mvpro_instrumentsMany of these students had never done anything like this before and were amazed at how much they were learning in a short amount of time. As Stephen Herandez from La Canada, CA explained, “You can go into this course without any knowledge and by the end of the week, you’ll think you can anything with Logic and Final Cut Pro!” Another student explained to me that she didn’t have any prior experience playing a musical instrument, but had learned a few simple guitar chords that week – enough to make a song! In addition to working with industry standard software and several musical instruments, students worked with high end Sony cameras to capture video footage around campus.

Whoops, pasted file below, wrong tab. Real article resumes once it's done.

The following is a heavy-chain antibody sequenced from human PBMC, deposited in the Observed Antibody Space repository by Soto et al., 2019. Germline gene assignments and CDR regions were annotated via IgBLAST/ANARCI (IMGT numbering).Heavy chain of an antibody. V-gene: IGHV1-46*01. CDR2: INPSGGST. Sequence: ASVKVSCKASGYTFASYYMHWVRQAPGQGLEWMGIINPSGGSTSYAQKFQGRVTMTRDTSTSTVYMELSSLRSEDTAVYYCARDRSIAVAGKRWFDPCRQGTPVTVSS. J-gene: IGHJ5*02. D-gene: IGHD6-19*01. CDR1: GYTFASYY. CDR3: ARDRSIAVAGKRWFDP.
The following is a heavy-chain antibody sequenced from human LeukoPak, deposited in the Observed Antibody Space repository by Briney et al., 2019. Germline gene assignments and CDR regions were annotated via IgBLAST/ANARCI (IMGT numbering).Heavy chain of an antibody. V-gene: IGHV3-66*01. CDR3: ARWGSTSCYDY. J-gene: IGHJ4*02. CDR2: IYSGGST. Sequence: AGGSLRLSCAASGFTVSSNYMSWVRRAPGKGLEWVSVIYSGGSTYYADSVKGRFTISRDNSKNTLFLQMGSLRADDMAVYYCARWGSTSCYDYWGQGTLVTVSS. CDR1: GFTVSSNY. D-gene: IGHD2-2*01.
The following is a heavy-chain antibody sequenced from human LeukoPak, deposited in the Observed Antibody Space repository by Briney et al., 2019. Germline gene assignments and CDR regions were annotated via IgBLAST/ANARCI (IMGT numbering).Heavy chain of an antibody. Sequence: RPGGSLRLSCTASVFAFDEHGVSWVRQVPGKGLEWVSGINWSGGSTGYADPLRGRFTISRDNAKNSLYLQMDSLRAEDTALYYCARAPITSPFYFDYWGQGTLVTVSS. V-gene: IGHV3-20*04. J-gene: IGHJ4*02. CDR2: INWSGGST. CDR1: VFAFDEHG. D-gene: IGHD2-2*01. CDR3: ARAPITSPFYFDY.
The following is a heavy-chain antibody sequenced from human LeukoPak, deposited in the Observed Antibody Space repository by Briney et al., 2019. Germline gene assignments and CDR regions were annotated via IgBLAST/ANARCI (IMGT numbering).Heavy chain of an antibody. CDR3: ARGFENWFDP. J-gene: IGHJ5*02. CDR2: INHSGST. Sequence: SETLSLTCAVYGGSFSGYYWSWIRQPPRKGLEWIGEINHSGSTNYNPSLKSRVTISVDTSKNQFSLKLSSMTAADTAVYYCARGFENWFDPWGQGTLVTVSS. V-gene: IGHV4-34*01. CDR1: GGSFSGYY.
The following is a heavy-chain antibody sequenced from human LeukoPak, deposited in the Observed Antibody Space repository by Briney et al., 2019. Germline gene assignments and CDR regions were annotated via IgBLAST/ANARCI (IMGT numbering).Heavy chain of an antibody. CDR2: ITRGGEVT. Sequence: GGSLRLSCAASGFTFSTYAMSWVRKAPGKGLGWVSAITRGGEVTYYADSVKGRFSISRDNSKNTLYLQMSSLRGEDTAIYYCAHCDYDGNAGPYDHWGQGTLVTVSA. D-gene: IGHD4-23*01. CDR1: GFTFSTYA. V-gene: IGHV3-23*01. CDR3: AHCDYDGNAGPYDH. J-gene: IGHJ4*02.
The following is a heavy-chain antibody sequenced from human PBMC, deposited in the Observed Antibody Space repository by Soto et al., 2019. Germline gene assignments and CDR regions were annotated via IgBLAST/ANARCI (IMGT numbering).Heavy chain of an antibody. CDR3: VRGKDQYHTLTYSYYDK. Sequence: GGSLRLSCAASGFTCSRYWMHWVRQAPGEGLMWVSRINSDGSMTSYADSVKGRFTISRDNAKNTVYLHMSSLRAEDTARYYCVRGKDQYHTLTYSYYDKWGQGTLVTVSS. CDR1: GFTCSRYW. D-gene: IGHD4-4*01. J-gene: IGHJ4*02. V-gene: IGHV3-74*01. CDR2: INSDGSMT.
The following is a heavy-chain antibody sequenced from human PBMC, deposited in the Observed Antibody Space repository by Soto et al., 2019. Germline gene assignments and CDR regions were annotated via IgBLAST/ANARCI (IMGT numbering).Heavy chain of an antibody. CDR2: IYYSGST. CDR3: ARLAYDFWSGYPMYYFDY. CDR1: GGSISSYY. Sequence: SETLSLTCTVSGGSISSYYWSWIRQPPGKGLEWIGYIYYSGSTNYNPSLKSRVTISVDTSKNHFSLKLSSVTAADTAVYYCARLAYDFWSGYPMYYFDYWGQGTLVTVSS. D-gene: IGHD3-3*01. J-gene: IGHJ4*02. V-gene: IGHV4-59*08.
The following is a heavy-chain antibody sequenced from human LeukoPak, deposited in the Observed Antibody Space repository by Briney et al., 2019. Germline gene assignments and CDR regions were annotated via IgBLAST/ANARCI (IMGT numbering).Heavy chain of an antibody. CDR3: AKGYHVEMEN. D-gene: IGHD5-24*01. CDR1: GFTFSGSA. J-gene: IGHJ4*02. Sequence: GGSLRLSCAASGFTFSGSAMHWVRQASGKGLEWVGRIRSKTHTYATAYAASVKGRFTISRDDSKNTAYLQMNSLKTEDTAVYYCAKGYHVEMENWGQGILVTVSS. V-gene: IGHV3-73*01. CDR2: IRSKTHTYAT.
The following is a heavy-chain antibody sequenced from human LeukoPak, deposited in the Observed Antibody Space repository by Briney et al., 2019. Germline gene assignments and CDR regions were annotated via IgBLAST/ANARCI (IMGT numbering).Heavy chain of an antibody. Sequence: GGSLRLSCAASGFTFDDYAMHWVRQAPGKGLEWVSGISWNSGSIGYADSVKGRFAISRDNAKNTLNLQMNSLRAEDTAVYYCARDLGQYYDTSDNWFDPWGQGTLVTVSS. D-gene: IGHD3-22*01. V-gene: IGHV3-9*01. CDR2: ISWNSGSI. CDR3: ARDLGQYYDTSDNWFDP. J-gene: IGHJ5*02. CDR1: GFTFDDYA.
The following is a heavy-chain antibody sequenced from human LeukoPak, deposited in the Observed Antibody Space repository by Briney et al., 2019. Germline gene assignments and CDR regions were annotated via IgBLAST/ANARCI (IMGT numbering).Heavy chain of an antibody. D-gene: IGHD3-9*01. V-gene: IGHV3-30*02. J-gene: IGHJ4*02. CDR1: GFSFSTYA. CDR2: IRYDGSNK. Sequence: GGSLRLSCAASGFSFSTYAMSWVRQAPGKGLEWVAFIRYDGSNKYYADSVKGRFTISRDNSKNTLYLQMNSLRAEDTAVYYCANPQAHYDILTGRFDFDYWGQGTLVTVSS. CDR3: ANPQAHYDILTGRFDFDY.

mvpro_instructorsIt was obvious as I talked with these kids that they had learned to work closely together. Many were also staying together in DMA’s residential UCLA program. “We have fun meeting new people and working together as a team to make videos and share memories, “ said Ron Magana from Canoga Park, CA.

To see an example video produced by the UCLA Music and Video Production class, click below:

DMA at UCLA: Trees and Leaves

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DMA Summer 2009 is Underway!

We are now in our third week of summer 2009! As of this week, we have four locations up and running across the country, including Stanford University, University of Pennsylvania, UCLA and The University of Texas at Austin. The University of California at Irvine ran for two weeks, June 22 – July 3, focusing on filmmaking courses for both teens and adults. Next week, four more locations will be launched, including Brown University, UC Berkeley, UC San Diego (UCSD) and our first ever international location, The University of British Columbia in Vancouver.